Functional expression of opioid receptors and other human GPCRs in yeast engineered to produce human sterols
The yeast Saccharomyces cerevisiae is a powerful tool for studying G protein-coupled receptors (GPCRs) as they can be functionally coupled to its pheromone response pathway. Yet some exogenous GPCRs, including the mu opioid receptor, are non-functional in yeast, which may be due to the presence of the fungal sterol ergosterol instead of the animal sterol cholesterol. We engineered yeast to produce cholesterol and introduced the human mu opioid receptor, creating an opioid biosensor capable of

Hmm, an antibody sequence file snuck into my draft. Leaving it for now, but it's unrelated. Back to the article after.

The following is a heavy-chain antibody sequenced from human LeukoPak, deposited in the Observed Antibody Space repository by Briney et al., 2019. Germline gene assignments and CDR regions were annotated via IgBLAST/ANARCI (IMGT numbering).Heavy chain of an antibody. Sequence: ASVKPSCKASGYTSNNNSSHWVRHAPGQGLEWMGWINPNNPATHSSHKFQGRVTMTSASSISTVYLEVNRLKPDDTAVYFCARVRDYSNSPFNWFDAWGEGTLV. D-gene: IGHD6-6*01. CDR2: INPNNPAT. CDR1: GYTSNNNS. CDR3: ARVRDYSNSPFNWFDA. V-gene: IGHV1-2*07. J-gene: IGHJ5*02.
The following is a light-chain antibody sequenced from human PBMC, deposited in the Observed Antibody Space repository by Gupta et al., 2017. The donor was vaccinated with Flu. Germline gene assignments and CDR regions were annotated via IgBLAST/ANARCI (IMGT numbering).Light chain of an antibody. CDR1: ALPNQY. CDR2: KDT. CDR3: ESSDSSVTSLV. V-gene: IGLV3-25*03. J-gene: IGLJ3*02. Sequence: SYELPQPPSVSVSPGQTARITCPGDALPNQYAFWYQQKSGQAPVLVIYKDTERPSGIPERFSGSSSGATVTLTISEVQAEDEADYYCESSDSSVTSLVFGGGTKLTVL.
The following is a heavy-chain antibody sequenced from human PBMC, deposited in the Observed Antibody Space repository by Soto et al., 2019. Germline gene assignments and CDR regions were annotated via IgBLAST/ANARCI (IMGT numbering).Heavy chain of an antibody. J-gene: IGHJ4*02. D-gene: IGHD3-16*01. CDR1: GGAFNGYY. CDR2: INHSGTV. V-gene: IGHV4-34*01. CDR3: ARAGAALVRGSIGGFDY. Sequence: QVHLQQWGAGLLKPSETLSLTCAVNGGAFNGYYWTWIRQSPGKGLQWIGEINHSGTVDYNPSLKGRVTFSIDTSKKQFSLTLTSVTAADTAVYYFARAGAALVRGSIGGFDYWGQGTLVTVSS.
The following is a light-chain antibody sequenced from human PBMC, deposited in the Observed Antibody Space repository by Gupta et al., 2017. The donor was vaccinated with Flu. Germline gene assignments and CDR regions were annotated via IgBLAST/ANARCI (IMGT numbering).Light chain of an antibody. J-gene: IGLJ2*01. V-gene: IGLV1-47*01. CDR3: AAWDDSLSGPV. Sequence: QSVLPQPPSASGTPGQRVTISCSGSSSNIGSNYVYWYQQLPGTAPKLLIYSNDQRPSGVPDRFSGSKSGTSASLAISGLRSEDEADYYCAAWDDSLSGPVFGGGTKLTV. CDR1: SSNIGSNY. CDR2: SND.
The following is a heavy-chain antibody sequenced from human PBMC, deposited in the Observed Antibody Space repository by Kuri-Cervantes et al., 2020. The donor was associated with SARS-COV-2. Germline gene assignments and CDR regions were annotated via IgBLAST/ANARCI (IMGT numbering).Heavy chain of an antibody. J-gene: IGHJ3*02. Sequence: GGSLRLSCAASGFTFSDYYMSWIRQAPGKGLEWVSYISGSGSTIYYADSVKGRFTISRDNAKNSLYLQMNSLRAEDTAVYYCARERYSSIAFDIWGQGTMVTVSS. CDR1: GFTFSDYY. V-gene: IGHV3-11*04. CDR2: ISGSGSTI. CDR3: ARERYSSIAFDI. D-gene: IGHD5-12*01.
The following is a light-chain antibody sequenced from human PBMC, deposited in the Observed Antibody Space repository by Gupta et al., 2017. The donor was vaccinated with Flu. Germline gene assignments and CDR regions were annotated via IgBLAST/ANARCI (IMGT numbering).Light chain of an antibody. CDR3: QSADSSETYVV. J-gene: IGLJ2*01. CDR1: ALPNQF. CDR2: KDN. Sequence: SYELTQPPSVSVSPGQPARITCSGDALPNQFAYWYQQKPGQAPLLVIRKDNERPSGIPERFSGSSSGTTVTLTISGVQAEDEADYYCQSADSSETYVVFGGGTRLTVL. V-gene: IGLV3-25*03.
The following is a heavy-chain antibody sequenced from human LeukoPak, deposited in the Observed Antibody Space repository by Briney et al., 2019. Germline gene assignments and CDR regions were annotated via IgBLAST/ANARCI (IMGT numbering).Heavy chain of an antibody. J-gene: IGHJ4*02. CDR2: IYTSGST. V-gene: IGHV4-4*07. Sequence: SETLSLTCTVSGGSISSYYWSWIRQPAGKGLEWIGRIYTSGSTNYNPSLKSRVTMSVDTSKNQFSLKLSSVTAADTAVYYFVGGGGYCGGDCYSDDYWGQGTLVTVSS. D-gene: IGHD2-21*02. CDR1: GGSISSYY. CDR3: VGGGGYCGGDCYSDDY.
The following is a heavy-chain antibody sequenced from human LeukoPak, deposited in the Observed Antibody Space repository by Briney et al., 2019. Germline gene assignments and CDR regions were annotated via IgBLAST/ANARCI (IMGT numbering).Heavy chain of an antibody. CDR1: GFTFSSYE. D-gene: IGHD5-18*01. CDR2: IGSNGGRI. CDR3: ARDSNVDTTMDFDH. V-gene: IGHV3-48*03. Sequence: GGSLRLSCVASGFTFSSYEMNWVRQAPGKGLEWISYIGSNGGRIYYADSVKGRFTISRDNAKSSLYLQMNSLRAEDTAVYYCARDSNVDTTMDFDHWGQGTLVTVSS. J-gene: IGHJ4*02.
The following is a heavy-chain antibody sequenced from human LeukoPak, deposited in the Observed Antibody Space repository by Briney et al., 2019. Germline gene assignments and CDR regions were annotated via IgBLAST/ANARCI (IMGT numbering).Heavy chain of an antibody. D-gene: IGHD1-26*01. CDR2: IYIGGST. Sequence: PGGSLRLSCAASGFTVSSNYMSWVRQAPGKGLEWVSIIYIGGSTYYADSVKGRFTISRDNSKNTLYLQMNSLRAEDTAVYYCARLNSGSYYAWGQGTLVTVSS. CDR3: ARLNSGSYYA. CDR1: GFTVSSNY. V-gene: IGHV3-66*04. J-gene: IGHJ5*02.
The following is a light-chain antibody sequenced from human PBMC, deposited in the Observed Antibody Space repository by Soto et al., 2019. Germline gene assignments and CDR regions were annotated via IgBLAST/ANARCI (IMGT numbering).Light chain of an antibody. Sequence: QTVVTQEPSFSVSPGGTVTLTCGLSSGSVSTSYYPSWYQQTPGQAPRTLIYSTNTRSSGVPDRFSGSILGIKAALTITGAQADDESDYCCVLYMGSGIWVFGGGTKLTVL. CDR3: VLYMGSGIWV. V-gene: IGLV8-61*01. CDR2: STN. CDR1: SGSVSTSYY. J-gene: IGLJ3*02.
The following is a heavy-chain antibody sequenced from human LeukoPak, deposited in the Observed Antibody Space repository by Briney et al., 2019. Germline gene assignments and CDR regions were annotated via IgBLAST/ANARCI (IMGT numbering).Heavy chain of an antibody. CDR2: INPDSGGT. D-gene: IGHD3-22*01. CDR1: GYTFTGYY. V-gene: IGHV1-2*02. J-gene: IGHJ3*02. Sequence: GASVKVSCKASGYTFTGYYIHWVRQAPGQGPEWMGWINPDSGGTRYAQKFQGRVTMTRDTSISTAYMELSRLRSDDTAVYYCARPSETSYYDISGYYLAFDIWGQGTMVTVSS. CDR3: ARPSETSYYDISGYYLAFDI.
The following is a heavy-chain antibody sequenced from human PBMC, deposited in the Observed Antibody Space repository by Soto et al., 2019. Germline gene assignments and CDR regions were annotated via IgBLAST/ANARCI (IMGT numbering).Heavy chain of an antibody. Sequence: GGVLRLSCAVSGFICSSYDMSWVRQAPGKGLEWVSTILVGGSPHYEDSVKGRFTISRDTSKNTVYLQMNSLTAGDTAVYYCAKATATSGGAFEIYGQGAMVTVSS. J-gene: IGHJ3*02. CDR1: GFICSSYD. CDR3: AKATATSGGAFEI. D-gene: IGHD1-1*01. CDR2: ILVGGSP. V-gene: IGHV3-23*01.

... tecting the peptide DAMGO at an EC50 of 62 nM and the opiate morphine at an EC50 of 882 nM. Furthermore, introducing mu, delta and kappa opioid receptors from diverse vertebrates consistently yielded active opioid biosensors that both recapitulated expected agonist binding profiles with EC50s as low as 2.5 nM and were inhibited by the antagonist naltrexone. Additionally, clinically relevant human mu opioid receptor alleles, or variants with terminal mutations, resulted in biosensors that largely displayed the expected changes in activity. We also tested mu opioid receptor-based biosensors with systematically adjusted biosynthetic intermediates of cholesterol, enabling us to relate sterol profiles with biosensor sensitivity. Finally our cholesterol-producing biosensor background was applied to other human GPCRs, resulting in SSTR5, 5-HTR4, FPR1 and NPY1R signaling with varying degrees of cholesterol dependence. Our sterol-optimized platform will be a valuable tool in generating human GPCR-based biosensors, aiding in ongoing receptor deorphanization efforts, and providing a framework for high-throughput screening of receptors and effectors.